Wolfgang Amadeus Mozart - Oboe Concerto & 'Gran Partita' - Les Dissonances, David Grimal (2016) High-Fidelity FLAC Stereo 24bit/88,2kHz
Сomposer: Wolfgang Amadeus Mozart (1756-1791)
Artist: David Grimal, Les Dissonances
Title: Mozart - Oboe Concerto & 'Gran Partita'
Label: © Dissonances Records
Release Date: 2016
Quality: High-Fidelity FLAC Stereo 88,2kHz/24bit
Recorded: Opéra de Dijon, 19 February 2014 & 2 April 2015
Oboe Concerto in C major K314: All his life, Mozart (1756 - 1791) was an indefatigable traveller, especially during his childhood and youth. On 22 September 1777 he left Salzburg with his mother, en route for Augsburg, Mannheim and then Paris, with a view to obtaining a secure position and a regular income. The first reference to the Oboe Concerto appears in a letter from Leopold Mozart to his son dated 15 October 1777: ‘. . . if you had a copy of your oboe concerto, Perwein might enable you to make an honest penny in Wallerstein.’ The oboist Perwein had left the service of Archbishop Colloredo of Salzburg to take up a post in Wallerstein; his departure had led to the engagement in April 1777 of an Italian virtuoso, Giuseppe Ferlendis, for whom this concerto was initially conceived.
On 4 November Mozart answered his father. During his stay in Mannheim, he had discovered among the members of one of the nest orchestras of the day a small community of outstanding musicians who were to become his friends, including the Konzertmeister Cannabich and the first oboe Ramm. Mozart related that he had made the acquaintance of the oboist, ‘who plays very well and has a delightfully pure tone. I have made him a present of my oboe concerto . . . and the fellow is quite crazy with delight. I played this concerto to him today on the pianoforte at Cannabich’s, and although everybody knew that I was the composer, it was very well received! Nobody said that it was not well composed, because the people here do not understand such matters . . .’ (The last sentence is of course sarcastically intended.)
Friedrich Ramm, whom the composer described as ‘a very good, jolly, honest fellow of about thirty- ve, who has already travelled a great deal, and consequently has plenty of experience’, became a close friend and made this concerto his ‘cheval de bataille’ (speciality). He played it at least five times in 1778, ensuring the work acquired genuine popularity. So much so, indeed, that when Mozart received around this time a commission for ute concertos from a Dutch merchant, he only composed one new one (K313) and merely transposed the Oboe Concerto into D major to serve as the second.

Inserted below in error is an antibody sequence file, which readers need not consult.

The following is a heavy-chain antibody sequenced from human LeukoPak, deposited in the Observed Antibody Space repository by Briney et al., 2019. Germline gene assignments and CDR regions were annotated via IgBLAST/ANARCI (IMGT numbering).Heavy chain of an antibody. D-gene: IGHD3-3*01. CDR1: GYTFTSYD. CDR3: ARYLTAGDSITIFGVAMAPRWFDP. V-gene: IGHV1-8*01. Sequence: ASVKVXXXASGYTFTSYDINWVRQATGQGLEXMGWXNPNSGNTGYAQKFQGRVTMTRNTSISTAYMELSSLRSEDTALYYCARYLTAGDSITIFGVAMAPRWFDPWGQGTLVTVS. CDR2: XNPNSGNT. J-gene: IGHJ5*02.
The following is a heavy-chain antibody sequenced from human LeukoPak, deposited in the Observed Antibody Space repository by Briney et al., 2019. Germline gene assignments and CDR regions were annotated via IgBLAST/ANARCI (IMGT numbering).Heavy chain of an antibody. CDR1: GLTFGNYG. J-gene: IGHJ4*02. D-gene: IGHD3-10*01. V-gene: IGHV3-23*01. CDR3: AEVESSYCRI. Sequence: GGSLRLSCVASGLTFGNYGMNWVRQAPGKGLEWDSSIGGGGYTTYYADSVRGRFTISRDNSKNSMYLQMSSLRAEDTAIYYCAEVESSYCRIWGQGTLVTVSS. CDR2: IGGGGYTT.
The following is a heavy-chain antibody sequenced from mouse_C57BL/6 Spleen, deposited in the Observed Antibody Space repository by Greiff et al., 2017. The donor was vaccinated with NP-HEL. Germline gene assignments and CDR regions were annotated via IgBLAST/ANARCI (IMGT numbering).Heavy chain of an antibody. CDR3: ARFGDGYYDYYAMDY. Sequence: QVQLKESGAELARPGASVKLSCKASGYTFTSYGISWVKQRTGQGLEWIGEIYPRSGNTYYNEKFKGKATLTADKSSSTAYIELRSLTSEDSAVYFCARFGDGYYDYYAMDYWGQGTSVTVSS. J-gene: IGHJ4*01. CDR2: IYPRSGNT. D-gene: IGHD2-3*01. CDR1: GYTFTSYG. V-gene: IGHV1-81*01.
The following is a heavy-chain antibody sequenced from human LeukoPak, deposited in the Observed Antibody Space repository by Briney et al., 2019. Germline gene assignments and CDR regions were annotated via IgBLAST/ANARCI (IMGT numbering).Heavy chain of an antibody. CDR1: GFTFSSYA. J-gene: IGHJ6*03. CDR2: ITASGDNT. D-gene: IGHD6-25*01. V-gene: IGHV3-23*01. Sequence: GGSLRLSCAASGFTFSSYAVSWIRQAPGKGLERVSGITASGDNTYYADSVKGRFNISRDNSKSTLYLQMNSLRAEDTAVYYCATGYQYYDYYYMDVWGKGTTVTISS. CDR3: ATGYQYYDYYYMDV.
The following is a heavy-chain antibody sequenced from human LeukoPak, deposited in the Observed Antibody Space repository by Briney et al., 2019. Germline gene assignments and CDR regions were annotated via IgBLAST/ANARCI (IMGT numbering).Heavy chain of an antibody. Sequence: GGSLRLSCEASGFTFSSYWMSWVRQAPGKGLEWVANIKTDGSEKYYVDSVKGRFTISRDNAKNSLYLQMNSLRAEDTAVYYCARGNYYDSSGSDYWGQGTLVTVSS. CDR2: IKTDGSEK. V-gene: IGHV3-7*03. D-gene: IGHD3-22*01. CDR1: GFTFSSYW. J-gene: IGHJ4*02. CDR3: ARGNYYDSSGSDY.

Serenade no.10 in B flat major K361, ’Gran Partita’: ‘Outdoor’ music represents a significant proportion of the catalogue of Mozart’s works, since there are around forty serenades, cassations, nocturnes and divertimentos. Their format varies from wind or string trio to full orchestra, and almost all of them date from Mozart’s Salzburg period. But there was a type of serenade for which he was still commissioned to write in Vienna in the 1780s, namely Harmoniemusik. From 1782 onwards, music for wind ensemble became fashionable; in that year the Emperor Joseph II founded the Imperial Harmonie, a wind octet devoted to this repertory, which was played on festive occasions and dinners and in the court gardens.
The great Serenade K 361, known as ‘Gran Partita’, can be assigned to this period of Mozart’s maturity; contemporary with Die Entführung aus dem Serail, it was probably completed in 1781. We do not know the precise reason for its composition, but the large forces suggest it was conceived for a bene t concert for Anton Stadler, first clarinetist of the Imperial Harmonie and a friend of Mozart’s. It was doubtless these specific circumstances that enabled Mozart to augment the octet forces with two additional horns, two basset-horns and a double bass.
The style at once seems to suggest an outdoor serenade, although the breadth and profundity of the work – and its duration, which makes it Mozart’s most extended instrumental composition – make it impossible to believe it was written for some trivial occasion. The solemn slow introduction, marked Largo, would not be surprising in a symphony, but is unexpected in a serenade. The minuets, by contrast, are part and parcel of the genre, even if the use of minor keys is unusual. The Adagio constitutes the heart of the work with its long melodic line. The last three movements of the work are a Romance (a title rare in Mozart), followed by a theme and variations taken from the Flute Quartet K285b of 1778 and a brilliant finale.
The Gran Partita immediately aroused the curiosity of the Viennese for this ‘great wind piece of a very special kind’, as it was called by the advertisement for the first recorded performance, on 23 March 1784. The critic Johann Friedrich Schink, for instance, recalled in his ‘Literary Fragments’: ‘I heard music for wind instruments today, too, by Herr Mozart . . . – glorious and sublime! It consisted of thirteen instruments, viz. four horns, two oboes, two bassoons, two clarinets, two basset-horns, a double bass, and at each instrument sat a master – oh, what an effect it made – glorious and grand, excellent and sublime!’
Wolfgang Amadeus Mozart (1756-1791)
Oboe Concerto in C Major, K. 314
1 I. Allegro aperto 07:22
2 II. Adagio non troppo 05:37
3 III. Rondo : Allegretto 06:09
Serenade No. 10 in B-Flat Major, K. 361 "Gran Partita"
4 I. Largo - Molto Allegro 09:18
5 II. Menuetto - Trio 08:37
6 III. Adagio 04:49
7 IV. Menuetto - Trio 04:43
8 V. Romance 06:56
9 VI. Tema con variazioni 09:20
10 VII. Finale 03:59
Alexandre Gattet, solo oboe
David Grimal, conductor & violin
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